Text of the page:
Feeds

Pacific rare-earth discovery: Actually just gigatonnes of dirt

Take a lot of acid and it might seem valuable

Security for virtualized datacentres

There has been a lot of excitement over a recent paper by Japanese researchers who have discovered billions – hundreds of billions – of tonnes of rare earths under the Pacific Ocean. Those rare earths, you will recall, are essential to so much of modern technology, from those sweet little earbuds of your iPod and the magnets in a hard drive, through to planet-saving windmills and the crystals that make an MRI machine work.

And yes, it's true, scientists have located vast deposits – hundreds of billions of tonnes of rare earths – at a depth of 5,000 metres under the ocean. The paper is here and thanks to the miracles of people with full Nature access I've been able to read it. The basic problem is the difference between what is technically possible and what is economically possible.

What they've found is that there are vast plains of silt in various parts of the ocean where there's a decent concentration of the rare earths: 1,000 to 2,000 ppm sorts of levels, a kilo or two per tonne, 0.1 to 0.2 per cent. They surmise that the cause is iron fumes that come out of the mid-ocean vents collecting and concentrating the rare earths from the seawater before falling to that ocean floor. Some of the beds of these silts are tens of metres high (up to 50 in places), according to their estimates. Yes, there's an awful lot of rare earths there.

But is it worthwhile to extract it?

However, the part that doesn't make sense, at least not to me, is how to then make this silt a worthwhile source of extraction. They're certainly correct that if you dredge it up then wash it in dilute acids then you'll get a nice concentrate of the mixed rare earths. Easy enough to cut the salts out of that and dump your old acid over the side along with the 99.9 per cent of the silt you don't want any more (hey, we're in mid-ocean here!).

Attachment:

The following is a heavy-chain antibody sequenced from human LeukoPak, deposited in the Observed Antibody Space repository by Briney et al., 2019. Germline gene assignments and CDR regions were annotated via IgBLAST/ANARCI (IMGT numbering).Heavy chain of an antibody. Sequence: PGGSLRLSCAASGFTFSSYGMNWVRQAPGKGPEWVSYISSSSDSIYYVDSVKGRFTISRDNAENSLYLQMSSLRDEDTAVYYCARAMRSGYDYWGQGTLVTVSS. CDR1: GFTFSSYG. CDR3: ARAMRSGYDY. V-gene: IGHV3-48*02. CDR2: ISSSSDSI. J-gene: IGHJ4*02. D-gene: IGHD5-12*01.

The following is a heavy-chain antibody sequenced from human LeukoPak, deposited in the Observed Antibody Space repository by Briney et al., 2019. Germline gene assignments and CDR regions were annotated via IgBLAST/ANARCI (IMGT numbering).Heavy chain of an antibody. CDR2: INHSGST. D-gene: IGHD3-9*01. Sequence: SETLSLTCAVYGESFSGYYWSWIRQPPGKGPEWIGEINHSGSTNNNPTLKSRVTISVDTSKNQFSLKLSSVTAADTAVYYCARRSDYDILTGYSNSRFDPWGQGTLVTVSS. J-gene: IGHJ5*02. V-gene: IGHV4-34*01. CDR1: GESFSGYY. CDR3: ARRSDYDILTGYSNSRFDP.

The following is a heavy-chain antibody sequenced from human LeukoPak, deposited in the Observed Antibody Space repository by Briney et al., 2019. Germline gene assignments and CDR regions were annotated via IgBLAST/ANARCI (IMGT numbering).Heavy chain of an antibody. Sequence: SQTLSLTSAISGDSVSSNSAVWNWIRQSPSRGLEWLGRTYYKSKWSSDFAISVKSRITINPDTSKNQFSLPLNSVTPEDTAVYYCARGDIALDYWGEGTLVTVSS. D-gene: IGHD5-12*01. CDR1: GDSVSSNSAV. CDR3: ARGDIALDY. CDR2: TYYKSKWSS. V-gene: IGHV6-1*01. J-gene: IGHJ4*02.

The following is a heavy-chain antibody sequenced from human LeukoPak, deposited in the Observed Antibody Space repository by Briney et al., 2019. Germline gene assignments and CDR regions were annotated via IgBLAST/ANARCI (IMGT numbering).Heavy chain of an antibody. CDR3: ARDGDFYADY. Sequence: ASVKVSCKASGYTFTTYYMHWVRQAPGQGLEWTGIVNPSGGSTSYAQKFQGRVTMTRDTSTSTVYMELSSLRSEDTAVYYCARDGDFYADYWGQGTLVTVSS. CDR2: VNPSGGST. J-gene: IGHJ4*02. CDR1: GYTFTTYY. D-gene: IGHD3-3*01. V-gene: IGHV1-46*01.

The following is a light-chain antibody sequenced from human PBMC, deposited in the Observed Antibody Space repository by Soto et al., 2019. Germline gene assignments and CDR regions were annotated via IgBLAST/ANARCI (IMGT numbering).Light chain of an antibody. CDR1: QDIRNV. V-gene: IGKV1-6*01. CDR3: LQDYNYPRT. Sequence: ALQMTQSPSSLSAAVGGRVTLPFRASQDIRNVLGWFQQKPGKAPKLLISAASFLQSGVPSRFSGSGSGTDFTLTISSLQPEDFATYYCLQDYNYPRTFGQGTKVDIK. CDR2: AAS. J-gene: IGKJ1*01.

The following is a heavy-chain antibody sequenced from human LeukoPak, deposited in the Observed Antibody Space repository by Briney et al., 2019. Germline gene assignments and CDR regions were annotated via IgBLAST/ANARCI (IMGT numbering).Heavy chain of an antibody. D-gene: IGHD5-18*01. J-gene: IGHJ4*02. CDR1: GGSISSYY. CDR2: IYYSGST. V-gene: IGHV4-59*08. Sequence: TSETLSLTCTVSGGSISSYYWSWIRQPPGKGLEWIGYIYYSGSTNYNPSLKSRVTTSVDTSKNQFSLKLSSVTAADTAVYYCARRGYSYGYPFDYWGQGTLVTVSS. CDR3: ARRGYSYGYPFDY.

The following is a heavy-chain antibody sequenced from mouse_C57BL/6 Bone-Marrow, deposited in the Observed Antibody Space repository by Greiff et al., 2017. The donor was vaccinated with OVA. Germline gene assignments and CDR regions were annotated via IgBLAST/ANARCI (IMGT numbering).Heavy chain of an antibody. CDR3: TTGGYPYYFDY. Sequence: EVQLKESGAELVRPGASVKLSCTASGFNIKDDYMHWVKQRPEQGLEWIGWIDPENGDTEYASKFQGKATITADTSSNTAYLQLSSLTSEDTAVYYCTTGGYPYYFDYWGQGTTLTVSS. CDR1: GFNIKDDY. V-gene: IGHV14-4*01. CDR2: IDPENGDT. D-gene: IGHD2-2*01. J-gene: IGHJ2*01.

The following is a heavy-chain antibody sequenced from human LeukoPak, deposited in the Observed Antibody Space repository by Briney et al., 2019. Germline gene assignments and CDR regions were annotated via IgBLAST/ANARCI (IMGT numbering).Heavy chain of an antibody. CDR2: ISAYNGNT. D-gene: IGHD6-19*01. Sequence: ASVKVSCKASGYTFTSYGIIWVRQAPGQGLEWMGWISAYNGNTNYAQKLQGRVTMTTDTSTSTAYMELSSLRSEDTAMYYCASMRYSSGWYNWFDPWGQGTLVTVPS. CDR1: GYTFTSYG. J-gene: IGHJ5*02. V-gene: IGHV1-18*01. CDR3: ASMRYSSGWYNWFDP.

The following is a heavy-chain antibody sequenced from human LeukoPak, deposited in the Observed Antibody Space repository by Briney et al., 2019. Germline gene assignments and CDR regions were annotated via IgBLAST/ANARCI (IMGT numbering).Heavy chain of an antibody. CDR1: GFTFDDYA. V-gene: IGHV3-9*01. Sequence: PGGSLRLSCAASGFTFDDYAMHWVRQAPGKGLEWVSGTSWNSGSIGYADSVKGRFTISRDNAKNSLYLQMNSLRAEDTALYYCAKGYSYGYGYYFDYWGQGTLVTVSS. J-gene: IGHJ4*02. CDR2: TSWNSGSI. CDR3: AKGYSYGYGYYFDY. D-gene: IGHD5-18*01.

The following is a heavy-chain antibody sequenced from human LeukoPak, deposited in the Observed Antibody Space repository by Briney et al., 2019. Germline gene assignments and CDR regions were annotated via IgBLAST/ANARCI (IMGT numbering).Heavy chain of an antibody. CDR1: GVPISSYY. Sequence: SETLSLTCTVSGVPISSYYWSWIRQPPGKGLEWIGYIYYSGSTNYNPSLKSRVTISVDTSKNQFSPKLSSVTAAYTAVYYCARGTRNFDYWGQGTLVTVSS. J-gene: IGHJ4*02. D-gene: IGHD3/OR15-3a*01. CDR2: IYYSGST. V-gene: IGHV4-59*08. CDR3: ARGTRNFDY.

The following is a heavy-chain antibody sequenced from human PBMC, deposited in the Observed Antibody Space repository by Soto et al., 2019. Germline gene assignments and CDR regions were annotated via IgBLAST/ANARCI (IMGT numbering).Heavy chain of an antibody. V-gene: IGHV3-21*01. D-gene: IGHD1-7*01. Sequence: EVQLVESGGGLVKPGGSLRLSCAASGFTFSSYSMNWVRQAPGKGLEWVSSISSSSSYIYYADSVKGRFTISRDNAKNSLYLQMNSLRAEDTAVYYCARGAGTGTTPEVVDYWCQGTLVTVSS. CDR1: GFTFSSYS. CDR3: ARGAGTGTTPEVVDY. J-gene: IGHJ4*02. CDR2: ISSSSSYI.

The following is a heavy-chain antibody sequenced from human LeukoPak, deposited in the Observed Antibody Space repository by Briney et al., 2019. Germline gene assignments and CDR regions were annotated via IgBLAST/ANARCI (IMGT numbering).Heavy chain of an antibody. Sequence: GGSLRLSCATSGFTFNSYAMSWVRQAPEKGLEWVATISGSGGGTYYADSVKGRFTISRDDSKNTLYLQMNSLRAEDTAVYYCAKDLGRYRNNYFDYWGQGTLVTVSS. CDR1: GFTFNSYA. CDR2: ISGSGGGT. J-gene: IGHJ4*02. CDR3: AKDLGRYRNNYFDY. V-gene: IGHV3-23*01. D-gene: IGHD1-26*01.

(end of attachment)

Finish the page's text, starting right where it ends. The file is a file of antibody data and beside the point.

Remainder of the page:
However, a concentration of 1,000 to 2,000 ppm isn't actually anything all that much to write home about. That red mud which went splat over Hungary has about the same sort of concentration. As does the other 40 to 80 million tonnes a year produced, including the 2 billion tonnes lying around in ponds. We've known for decades that we can extract the rare earths from this stuff: wash it in acid and get a nice solution of the metals. However – and here's the problem – you have to use so much acid that you can't make a profit doing this.

I say this not just on the Friedmanite basis that hundred dollar bills don't appear on pavements: for if they did someone would already have picked them up. It isn't that no one does this as yet, which would prove that it can't be done. It is that people have tried to do this (at least I have, in Greece, a couple of years back) and have found that the cost of getting the materials out is more than people will pay you for the materials you've got out. And this is a nice fine silt lying in ponds at ground level, silt which people will pay you to take away, not silt you've got to lift through 5,000 metres of salt water.